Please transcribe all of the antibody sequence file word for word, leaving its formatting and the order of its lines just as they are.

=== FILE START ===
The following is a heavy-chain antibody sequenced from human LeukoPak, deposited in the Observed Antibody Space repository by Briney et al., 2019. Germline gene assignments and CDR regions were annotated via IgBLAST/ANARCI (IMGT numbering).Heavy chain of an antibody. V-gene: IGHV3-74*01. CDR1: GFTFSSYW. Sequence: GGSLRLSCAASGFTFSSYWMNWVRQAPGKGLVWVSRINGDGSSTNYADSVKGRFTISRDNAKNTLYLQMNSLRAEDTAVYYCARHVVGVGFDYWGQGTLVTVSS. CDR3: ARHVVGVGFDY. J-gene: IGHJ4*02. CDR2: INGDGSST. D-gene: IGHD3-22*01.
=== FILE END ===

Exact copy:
The following is a heavy-chain antibody sequenced from human LeukoPak, deposited in the Observed Antibody Space repository by Briney et al., 2019. Germline gene assignments and CDR regions were annotated via IgBLAST/ANARCI (IMGT numbering).Heavy chain of an antibody. V-gene: IGHV3-74*01. CDR1: GFTFSSYW. Sequence: GGSLRLSCAASGFTFSSYWMNWVRQAPGKGLVWVSRINGDGSSTNYADSVKGRFTISRDNAKNTLYLQMNSLRAEDTAVYYCARHVVGVGFDYWGQGTLVTVSS. CDR3: ARHVVGVGFDY. J-gene: IGHJ4*02. CDR2: INGDGSST. D-gene: IGHD3-22*01.